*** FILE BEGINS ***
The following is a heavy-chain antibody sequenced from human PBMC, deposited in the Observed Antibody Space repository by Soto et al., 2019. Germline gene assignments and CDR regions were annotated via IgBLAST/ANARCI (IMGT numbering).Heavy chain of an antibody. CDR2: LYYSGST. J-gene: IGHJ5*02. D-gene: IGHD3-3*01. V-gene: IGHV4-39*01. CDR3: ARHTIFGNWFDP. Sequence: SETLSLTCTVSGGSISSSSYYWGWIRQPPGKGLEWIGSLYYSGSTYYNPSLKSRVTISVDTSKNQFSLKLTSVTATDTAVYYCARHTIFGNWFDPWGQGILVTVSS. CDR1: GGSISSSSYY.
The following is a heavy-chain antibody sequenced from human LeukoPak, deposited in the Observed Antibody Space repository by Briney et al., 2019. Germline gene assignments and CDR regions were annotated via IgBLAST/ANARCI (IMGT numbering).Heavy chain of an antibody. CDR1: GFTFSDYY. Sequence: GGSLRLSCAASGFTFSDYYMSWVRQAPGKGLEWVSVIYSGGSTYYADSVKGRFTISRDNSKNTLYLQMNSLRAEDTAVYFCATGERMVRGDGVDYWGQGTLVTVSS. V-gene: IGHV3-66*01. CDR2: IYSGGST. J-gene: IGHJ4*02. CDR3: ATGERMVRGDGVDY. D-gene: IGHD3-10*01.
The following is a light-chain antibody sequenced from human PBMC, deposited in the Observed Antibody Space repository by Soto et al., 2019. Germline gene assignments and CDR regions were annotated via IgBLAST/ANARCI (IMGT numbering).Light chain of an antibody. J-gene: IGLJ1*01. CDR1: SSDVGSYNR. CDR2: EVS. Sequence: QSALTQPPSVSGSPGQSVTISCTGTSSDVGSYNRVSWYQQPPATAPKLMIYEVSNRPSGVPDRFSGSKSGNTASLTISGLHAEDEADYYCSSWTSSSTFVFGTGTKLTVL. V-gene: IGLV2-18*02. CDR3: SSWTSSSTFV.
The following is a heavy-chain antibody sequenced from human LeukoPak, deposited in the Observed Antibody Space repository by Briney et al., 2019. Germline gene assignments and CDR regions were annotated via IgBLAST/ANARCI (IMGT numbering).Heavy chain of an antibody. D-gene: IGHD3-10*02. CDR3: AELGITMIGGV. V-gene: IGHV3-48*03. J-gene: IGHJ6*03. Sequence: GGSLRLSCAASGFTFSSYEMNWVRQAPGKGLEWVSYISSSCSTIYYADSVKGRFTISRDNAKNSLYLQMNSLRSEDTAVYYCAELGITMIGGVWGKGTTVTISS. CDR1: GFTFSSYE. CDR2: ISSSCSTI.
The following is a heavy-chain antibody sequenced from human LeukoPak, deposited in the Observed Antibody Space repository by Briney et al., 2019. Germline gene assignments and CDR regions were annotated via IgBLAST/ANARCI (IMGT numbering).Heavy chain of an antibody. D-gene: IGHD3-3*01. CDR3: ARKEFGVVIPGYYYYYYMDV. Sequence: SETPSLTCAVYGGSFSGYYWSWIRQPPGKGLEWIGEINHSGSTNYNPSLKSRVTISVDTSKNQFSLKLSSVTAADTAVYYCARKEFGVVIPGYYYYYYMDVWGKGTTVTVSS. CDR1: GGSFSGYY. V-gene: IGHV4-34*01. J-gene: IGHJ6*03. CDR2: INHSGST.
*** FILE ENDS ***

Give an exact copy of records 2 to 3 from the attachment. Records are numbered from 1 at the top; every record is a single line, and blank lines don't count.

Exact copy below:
The following is a heavy-chain antibody sequenced from human LeukoPak, deposited in the Observed Antibody Space repository by Briney et al., 2019. Germline gene assignments and CDR regions were annotated via IgBLAST/ANARCI (IMGT numbering).Heavy chain of an antibody. CDR1: GFTFSDYY. Sequence: GGSLRLSCAASGFTFSDYYMSWVRQAPGKGLEWVSVIYSGGSTYYADSVKGRFTISRDNSKNTLYLQMNSLRAEDTAVYFCATGERMVRGDGVDYWGQGTLVTVSS. V-gene: IGHV3-66*01. CDR2: IYSGGST. J-gene: IGHJ4*02. CDR3: ATGERMVRGDGVDY. D-gene: IGHD3-10*01.
The following is a light-chain antibody sequenced from human PBMC, deposited in the Observed Antibody Space repository by Soto et al., 2019. Germline gene assignments and CDR regions were annotated via IgBLAST/ANARCI (IMGT numbering).Light chain of an antibody. J-gene: IGLJ1*01. CDR1: SSDVGSYNR. CDR2: EVS. Sequence: QSALTQPPSVSGSPGQSVTISCTGTSSDVGSYNRVSWYQQPPATAPKLMIYEVSNRPSGVPDRFSGSKSGNTASLTISGLHAEDEADYYCSSWTSSSTFVFGTGTKLTVL. V-gene: IGLV2-18*02. CDR3: SSWTSSSTFV.